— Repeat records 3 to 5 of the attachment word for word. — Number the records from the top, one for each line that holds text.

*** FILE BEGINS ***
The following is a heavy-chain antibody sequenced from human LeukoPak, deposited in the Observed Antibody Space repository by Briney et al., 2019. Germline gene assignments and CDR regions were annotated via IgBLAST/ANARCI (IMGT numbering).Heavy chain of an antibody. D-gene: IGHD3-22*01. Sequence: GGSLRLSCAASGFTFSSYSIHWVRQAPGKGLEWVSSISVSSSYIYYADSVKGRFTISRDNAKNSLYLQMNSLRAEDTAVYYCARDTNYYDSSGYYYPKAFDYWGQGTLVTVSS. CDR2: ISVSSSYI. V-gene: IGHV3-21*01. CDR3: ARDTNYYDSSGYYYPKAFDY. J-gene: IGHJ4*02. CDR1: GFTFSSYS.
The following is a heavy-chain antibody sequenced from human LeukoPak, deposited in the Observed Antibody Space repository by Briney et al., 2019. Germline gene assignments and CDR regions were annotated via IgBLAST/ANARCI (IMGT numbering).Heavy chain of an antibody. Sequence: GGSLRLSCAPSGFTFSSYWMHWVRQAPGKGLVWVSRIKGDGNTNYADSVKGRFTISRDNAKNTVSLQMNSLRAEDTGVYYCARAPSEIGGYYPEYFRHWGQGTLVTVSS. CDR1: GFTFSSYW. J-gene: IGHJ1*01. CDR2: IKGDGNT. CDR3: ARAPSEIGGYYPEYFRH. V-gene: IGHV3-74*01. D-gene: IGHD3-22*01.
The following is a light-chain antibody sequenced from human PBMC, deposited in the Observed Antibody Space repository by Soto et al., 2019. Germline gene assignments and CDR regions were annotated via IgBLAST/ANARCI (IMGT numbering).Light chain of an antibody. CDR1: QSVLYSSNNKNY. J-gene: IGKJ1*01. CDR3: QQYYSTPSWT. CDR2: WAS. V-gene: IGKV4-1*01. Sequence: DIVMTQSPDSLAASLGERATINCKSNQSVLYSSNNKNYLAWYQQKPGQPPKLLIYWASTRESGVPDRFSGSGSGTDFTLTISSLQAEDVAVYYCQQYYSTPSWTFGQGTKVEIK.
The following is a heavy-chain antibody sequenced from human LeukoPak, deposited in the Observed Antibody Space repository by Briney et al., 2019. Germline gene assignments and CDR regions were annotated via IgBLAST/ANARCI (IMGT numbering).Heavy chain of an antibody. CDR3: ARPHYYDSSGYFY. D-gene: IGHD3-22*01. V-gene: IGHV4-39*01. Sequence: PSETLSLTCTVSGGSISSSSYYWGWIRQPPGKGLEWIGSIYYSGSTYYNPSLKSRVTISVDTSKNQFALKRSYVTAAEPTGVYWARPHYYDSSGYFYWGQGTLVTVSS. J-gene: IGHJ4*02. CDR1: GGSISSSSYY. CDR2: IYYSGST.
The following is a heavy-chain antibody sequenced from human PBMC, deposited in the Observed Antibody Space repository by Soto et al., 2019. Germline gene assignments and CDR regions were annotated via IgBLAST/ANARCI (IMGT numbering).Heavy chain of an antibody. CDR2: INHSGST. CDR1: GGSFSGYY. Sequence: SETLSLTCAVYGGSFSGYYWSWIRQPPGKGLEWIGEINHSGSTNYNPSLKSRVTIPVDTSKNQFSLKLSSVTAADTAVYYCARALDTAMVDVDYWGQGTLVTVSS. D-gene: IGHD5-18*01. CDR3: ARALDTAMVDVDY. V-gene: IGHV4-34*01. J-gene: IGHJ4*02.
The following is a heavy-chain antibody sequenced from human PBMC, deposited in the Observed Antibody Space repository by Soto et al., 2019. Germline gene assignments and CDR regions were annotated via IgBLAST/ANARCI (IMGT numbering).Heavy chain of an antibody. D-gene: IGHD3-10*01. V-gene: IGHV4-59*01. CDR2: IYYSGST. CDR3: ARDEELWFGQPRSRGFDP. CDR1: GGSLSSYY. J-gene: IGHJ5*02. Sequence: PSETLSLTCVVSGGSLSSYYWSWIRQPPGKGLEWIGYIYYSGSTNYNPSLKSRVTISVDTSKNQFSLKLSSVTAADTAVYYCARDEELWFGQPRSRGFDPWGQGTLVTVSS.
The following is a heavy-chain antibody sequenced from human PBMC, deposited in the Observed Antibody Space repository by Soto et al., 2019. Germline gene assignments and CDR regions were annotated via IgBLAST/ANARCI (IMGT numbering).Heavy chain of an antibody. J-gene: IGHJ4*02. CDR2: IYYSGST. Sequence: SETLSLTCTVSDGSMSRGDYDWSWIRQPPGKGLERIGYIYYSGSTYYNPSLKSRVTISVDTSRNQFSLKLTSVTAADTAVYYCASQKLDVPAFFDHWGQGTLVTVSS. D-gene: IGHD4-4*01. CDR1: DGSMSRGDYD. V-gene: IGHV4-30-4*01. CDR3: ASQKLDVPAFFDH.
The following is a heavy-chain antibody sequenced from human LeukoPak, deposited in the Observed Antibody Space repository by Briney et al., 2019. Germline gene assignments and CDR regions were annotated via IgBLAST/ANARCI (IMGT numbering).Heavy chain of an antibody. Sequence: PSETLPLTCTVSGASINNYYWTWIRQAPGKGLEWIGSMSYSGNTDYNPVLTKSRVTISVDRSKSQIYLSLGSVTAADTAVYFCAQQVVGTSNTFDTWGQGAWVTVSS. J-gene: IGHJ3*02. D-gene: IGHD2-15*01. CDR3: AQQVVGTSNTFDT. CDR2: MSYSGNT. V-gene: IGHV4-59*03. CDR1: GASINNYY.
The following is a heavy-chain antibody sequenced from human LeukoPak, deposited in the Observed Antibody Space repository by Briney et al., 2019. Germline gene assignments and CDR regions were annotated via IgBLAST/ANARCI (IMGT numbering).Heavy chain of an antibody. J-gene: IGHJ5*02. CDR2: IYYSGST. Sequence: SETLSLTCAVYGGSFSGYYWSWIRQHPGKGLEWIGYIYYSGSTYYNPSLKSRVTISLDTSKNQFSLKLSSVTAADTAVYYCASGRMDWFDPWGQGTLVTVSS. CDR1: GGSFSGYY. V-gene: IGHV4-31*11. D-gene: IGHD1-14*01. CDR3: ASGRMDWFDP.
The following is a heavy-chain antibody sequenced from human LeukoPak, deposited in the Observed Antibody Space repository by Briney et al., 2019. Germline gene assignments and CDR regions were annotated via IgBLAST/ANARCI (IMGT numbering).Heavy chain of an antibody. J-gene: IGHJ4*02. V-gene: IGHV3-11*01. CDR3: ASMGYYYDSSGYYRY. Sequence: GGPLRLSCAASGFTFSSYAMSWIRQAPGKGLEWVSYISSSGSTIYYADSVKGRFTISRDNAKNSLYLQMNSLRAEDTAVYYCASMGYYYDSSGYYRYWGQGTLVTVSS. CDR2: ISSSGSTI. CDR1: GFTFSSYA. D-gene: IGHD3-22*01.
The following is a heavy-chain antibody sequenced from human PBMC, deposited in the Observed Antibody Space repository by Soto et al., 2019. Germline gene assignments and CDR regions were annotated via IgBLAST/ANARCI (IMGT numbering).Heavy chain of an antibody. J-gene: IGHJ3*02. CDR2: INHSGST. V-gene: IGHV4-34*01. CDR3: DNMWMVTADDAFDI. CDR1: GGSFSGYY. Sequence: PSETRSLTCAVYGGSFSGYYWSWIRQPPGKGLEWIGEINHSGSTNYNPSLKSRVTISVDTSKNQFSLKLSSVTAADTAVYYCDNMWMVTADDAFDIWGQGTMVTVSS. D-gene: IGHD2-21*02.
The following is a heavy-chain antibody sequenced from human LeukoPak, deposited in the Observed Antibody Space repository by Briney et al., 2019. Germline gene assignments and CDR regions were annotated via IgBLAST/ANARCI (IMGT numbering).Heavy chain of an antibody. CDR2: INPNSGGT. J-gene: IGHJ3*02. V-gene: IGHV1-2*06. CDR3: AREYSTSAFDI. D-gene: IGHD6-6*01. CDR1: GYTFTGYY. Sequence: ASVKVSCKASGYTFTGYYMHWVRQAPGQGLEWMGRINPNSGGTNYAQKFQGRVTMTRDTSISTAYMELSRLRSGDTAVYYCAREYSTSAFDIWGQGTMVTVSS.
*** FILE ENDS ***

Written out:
The following is a light-chain antibody sequenced from human PBMC, deposited in the Observed Antibody Space repository by Soto et al., 2019. Germline gene assignments and CDR regions were annotated via IgBLAST/ANARCI (IMGT numbering).Light chain of an antibody. CDR1: QSVLYSSNNKNY. J-gene: IGKJ1*01. CDR3: QQYYSTPSWT. CDR2: WAS. V-gene: IGKV4-1*01. Sequence: DIVMTQSPDSLAASLGERATINCKSNQSVLYSSNNKNYLAWYQQKPGQPPKLLIYWASTRESGVPDRFSGSGSGTDFTLTISSLQAEDVAVYYCQQYYSTPSWTFGQGTKVEIK.
The following is a heavy-chain antibody sequenced from human LeukoPak, deposited in the Observed Antibody Space repository by Briney et al., 2019. Germline gene assignments and CDR regions were annotated via IgBLAST/ANARCI (IMGT numbering).Heavy chain of an antibody. CDR3: ARPHYYDSSGYFY. D-gene: IGHD3-22*01. V-gene: IGHV4-39*01. Sequence: PSETLSLTCTVSGGSISSSSYYWGWIRQPPGKGLEWIGSIYYSGSTYYNPSLKSRVTISVDTSKNQFALKRSYVTAAEPTGVYWARPHYYDSSGYFYWGQGTLVTVSS. J-gene: IGHJ4*02. CDR1: GGSISSSSYY. CDR2: IYYSGST.
The following is a heavy-chain antibody sequenced from human PBMC, deposited in the Observed Antibody Space repository by Soto et al., 2019. Germline gene assignments and CDR regions were annotated via IgBLAST/ANARCI (IMGT numbering).Heavy chain of an antibody. CDR2: INHSGST. CDR1: GGSFSGYY. Sequence: SETLSLTCAVYGGSFSGYYWSWIRQPPGKGLEWIGEINHSGSTNYNPSLKSRVTIPVDTSKNQFSLKLSSVTAADTAVYYCARALDTAMVDVDYWGQGTLVTVSS. D-gene: IGHD5-18*01. CDR3: ARALDTAMVDVDY. V-gene: IGHV4-34*01. J-gene: IGHJ4*02.